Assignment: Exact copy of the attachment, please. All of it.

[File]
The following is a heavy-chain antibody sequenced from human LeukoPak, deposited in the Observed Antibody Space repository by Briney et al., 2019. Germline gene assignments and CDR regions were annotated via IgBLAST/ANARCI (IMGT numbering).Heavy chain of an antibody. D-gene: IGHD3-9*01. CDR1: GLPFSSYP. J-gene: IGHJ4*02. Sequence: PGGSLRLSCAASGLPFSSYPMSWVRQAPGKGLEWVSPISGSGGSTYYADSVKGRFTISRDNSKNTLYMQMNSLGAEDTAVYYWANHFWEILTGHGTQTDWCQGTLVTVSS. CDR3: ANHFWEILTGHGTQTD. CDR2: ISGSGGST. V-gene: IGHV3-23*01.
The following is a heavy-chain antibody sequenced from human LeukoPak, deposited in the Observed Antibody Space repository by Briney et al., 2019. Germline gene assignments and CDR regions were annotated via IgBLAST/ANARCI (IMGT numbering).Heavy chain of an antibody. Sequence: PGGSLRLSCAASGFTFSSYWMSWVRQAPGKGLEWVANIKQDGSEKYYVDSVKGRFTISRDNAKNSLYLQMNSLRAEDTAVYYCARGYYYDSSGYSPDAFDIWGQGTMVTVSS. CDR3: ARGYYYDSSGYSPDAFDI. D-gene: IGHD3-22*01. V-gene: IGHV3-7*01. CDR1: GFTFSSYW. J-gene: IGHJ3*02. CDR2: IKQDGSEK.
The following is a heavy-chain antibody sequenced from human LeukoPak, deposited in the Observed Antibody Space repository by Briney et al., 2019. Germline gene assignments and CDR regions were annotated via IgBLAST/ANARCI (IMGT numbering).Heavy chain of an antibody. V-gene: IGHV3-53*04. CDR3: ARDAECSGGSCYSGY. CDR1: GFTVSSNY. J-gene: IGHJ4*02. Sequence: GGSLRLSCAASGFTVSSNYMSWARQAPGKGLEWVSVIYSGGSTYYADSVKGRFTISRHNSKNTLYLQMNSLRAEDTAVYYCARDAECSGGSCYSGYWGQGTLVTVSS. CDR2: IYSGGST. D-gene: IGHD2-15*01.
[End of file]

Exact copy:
The following is a heavy-chain antibody sequenced from human LeukoPak, deposited in the Observed Antibody Space repository by Briney et al., 2019. Germline gene assignments and CDR regions were annotated via IgBLAST/ANARCI (IMGT numbering).Heavy chain of an antibody. D-gene: IGHD3-9*01. CDR1: GLPFSSYP. J-gene: IGHJ4*02. Sequence: PGGSLRLSCAASGLPFSSYPMSWVRQAPGKGLEWVSPISGSGGSTYYADSVKGRFTISRDNSKNTLYMQMNSLGAEDTAVYYWANHFWEILTGHGTQTDWCQGTLVTVSS. CDR3: ANHFWEILTGHGTQTD. CDR2: ISGSGGST. V-gene: IGHV3-23*01.
The following is a heavy-chain antibody sequenced from human LeukoPak, deposited in the Observed Antibody Space repository by Briney et al., 2019. Germline gene assignments and CDR regions were annotated via IgBLAST/ANARCI (IMGT numbering).Heavy chain of an antibody. Sequence: PGGSLRLSCAASGFTFSSYWMSWVRQAPGKGLEWVANIKQDGSEKYYVDSVKGRFTISRDNAKNSLYLQMNSLRAEDTAVYYCARGYYYDSSGYSPDAFDIWGQGTMVTVSS. CDR3: ARGYYYDSSGYSPDAFDI. D-gene: IGHD3-22*01. V-gene: IGHV3-7*01. CDR1: GFTFSSYW. J-gene: IGHJ3*02. CDR2: IKQDGSEK.
The following is a heavy-chain antibody sequenced from human LeukoPak, deposited in the Observed Antibody Space repository by Briney et al., 2019. Germline gene assignments and CDR regions were annotated via IgBLAST/ANARCI (IMGT numbering).Heavy chain of an antibody. V-gene: IGHV3-53*04. CDR3: ARDAECSGGSCYSGY. CDR1: GFTVSSNY. J-gene: IGHJ4*02. Sequence: GGSLRLSCAASGFTVSSNYMSWARQAPGKGLEWVSVIYSGGSTYYADSVKGRFTISRHNSKNTLYLQMNSLRAEDTAVYYCARDAECSGGSCYSGYWGQGTLVTVSS. CDR2: IYSGGST. D-gene: IGHD2-15*01.